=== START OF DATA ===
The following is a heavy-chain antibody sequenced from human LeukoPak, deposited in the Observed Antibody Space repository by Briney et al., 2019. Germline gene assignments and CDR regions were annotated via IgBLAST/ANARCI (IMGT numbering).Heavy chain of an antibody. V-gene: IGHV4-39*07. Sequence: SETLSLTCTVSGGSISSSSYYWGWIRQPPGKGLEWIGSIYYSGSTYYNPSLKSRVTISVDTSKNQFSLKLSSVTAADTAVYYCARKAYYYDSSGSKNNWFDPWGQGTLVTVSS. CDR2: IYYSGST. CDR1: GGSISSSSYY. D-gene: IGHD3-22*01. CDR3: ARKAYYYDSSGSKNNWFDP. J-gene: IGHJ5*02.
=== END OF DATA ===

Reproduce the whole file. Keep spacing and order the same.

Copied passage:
The following is a heavy-chain antibody sequenced from human LeukoPak, deposited in the Observed Antibody Space repository by Briney et al., 2019. Germline gene assignments and CDR regions were annotated via IgBLAST/ANARCI (IMGT numbering).Heavy chain of an antibody. V-gene: IGHV4-39*07. Sequence: SETLSLTCTVSGGSISSSSYYWGWIRQPPGKGLEWIGSIYYSGSTYYNPSLKSRVTISVDTSKNQFSLKLSSVTAADTAVYYCARKAYYYDSSGSKNNWFDPWGQGTLVTVSS. CDR2: IYYSGST. CDR1: GGSISSSSYY. D-gene: IGHD3-22*01. CDR3: ARKAYYYDSSGSKNNWFDP. J-gene: IGHJ5*02.